Hockey

Hockey players returning from leagues overseas want exemption from Canada's quarantine rules

Former NHLer Daniel Winnik among those who have signed a petition asking that Canadian professional hockey players returning home from overseas be placed on the COVID-19 essential travelers list and be exempt from a mandatory three-day hotel quarantine.

Say costs are unfair for people forced to work in different countries

Daniel Winnik, who played for the Toronto Maple Leafs as part of his 11-year NHL career, says Canadians playing in leagues overseas should be designated as essential travelers. (Getty Images)

Playing professional hockey in Switzerland is no holiday for Daniel Winnik.

That's why Winnik, who plays for Genève-Servette HC of the Swiss National League, has signed a petition asking that Canadian professional hockey players returning home from overseas be placed on the COVID-19 essential travelers list and be exempt from a mandatory three-day hotel quarantine.

"I know there's a bunch of 'Snowbirds' who go to Florida and southern places to get away from winter," Winnik, a Toronto native who spent 11 seasons in the NHL, said from Geneva. "We've got guys that come over here to work. Obviously, all of us would love to be playing in North American in the NHL or AHL but the reality is we couldn't get jobs there.

"We came overseas to be able to provide for our families. We're not here on vacation. We're making a living for our families."

In February, the federal government introduced measures that call for most air passengers to take a COVID-19 test after landing in Canada and spend up to three days of their 14-day quarantine period in a designated hotel to await their test results. The hotel stay could cost up to $2,000.

Maxim Noreau, a Montreal native who plays defence for the ZSC Lions in Zurich, estimates the mandatory hotel quarantine will cost around $4,000 for him, his wife and two sons.

"We are all here overseas trying to earn income to supply for our families and coming back to Canada is a big stress for us, especially with my two little boys," Noreau said in an email.

Maxim Noreau (56) won a bronze medal with Team Canada at the Pyeongchang Olympics in 2018. (Getty Images)

"Coming back to Canada is a safe haven for us and we 100 per cent want to quarantine in our own home for 14 days as we would expect everyone else to do the same without bias."

The petition, on Change.org, says Canadians playing hockey overseas are there "for their livelihood" and "putting these individuals and their families into the same category as travellers/vacationers would be unfair."

The petition's goal is 10,000 signatures. So far over 7,800 people have signed.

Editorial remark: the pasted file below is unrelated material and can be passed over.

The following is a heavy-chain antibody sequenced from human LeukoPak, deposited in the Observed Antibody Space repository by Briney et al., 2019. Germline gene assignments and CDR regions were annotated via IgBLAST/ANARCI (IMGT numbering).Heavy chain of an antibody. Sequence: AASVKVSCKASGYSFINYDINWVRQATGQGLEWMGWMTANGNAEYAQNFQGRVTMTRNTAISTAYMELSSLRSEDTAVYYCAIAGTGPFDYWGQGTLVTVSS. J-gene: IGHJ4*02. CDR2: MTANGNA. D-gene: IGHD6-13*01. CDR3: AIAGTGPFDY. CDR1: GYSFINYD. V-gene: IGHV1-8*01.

The Public Health Agency of Canada said in an email it is aware of the hockey players' petition, but said the border measures are in place to prevent the introduction of new COVID-19 cases.

The government has said it would cover costs associated with the travel restrictions under national interest grounds for professional athletes, staff and third-party personnel "to support safe return-to-play when robust measures are in place to mitigate the risk of importation and spread of COVID-19 in Canada.

"These exemptions are not intended for professional athletes returning to Canada," the agency said.

WATCH | Ottawa to ease restrictions for Olympic athletes:

Ottawa to ease travel restrictions for Canadian Olympic athletes

7 months ago
4:57
CBC Sports' Jamie Strashin joined CBC Morning Live host Heather Hiscox to discuss the Canadian government's plans to offer Canadian athletes exemptions from some quarantine-related travel restrictions in the lead-up to the Olympics. 4:57

No difference between vacation, working

Anita Ho, an associate professor in bioethics and health services research at the University of British Columbia, said COVID-19 doesn't discriminate.

"I don't really see the [argument of] vacationing versus work destination," she said. "COVID spreads among people. So, if you are in close proximity, whether it is through work, whether it's through playing hockey or playing and vacationing, it makes no difference."

Ho acknowledged the mandated hotel stay can impose a financial hardship on some people.

"The government should make it as affordable as possible for people to do those three days," she said.

Canadian Heritage Minister Steven Guilbeault recently said the federal government has agreed to offer 750 Olympic and Paralympic athletes — along with members of their support staff — exemptions from some quarantine-related travel restrictions in the lead-up to the Olympics.

Ho understands the exemption for Olympic athletes who have lived in a bubble and have been routinely tested.

'A lot of money'

"That's why you can show their risk of being infected is very low," she said.

Winnik was taken 265th overall in the 2004 NHL draft by the Phoenix Coyotes. A six-foot-two, 210-pound forward he would play 798 games — scoring 82 goals and 251 points — with eight teams, including the Toronto Maple Leafs.

Winnik has played the past two seasons with Genève-Servette, collecting 22 goals and 44 points in 49 games this year.

Winnik's team is currently in the playoffs, but the season is over for many other Canadians who are looking to return home. The mandatory hotel stay adds another cost.

"It's a lot of money," Winnik said. "They're asking people to pay to be able to return home to where they're from."

ABOUT THE AUTHOR

Jim has written about sports in Canada for more than 40 years for The Canadian Press, CBC Sports, CFL.ca and Swimming Canada. He has covered eight Olympic Games and three Paralympics. He was there the night the Edmonton Oilers won their first Stanley Cup and has covered 12 Grey Cups.

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